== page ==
Just For Fun

Just For Fun

Rating: 4/4 (Fun read)

I spent the long weekend reading the book Just For Fun: The Story Of An Accidental Revolutionary. The book which shares the authoring credits of Linus Torvalds and reporter David Diamond is about the life of Linus and that of Linux. The writing is mostly by Linus in first person, with some intermediate chapters by David Diamond to give an outsider’s view of Linus’s life.

The book is mainly in 3 parts: Birth of a nerd, Birth of an operating system and King of the ball. I loved reading the first two parts where Linus talks about Finland, early life with his family, introduction to computers, birth of Linux at university, his lovelife(!), move to Transmeta and growth in popularity of Linux upto the time of the book’s writing. The third part is where he gives his opinions about more serious aspects like IP, open source software and even delivers the Meaning Of Life! These are the chapters where he appears confused and ambiguous, almost like he was asked by the publishers to write something serious since he has really fooled around in the former parts.

Like the title, the book was fun to read. Linus’s writing is full of analogies, most times self-deprecating. Thankfully, for the non-tech readers he stops at the right point when delving into the technical details of operating systems, kernels etc. He comes across as someone who does something firstly because it is fun. Everything else is secondary. This applies to Linux too. That is the reason why he stays away from the GNU/Stallman/OSS politics. The book was written at the end of 2000, so not everything about Linux is right now as rosy at it is in the book (like Linux IPOs). After having read about the OS and the hacker behind it from a gazillion outside sources, it was still fun to get it all from the man himself. Recommended read.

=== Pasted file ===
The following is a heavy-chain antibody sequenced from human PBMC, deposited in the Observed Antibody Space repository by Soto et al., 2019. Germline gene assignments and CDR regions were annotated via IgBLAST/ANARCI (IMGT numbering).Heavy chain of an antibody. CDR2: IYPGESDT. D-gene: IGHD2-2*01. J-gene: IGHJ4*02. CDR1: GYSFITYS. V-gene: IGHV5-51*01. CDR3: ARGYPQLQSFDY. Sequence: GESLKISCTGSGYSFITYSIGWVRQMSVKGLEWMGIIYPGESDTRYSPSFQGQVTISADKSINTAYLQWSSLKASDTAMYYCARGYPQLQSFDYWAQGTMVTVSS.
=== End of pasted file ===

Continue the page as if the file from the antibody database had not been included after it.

Here is a funny excerpt from the book:

He was armed with an opened can of Coke as he emerged from the innards of Transmeta’s offices in an anonymous Santa Clara office park. He wore the programmer’s uniform of jeans, conference T-shirt, and the inevitable socks-and-sandals combo that he claimed to have favored even before meeting another programmer. “It must be some programmer’s law of nature,” he reasoned when I asked about the footware choice.
The first question to Linus, as we sat in the backseat, was a throwaway. “Are your folks in technology?” I asked while fiddling with my tape recorder.
“No, they’re all basically journalists,” he replied, adding: “So I know what scum you are.”
He didn’t think he could get away with that.
“Oh. You come from scum?” I responded.
The world’s best programmer laughed so hard that he coughed out a spray of Coke onto the back of the photographer-driver’s neck. He turned red. This would be the start of a memorable afternoon.

Five Minute Biographies

Read the book Five Minute Biographies by Dale Carnegie. I am not a big fan of Dale Carnegie. I find his tone and style in his How To books to be too preachy. This book was however different. He presents 47 short biographies of adventurers, explorers, politicians, movie stars, singers, writers and other interesting people. Most of these people are Americans of the 1850s-1930s era and I hadn’t heard of most of them. Each biography kicks off with an interesting incident in the person’s life, spreads over 2-3 pages and usually has an illustration of the person. Good, fast reading. Inspirational.

Rating: 4/4 (Interesting and inspirational)

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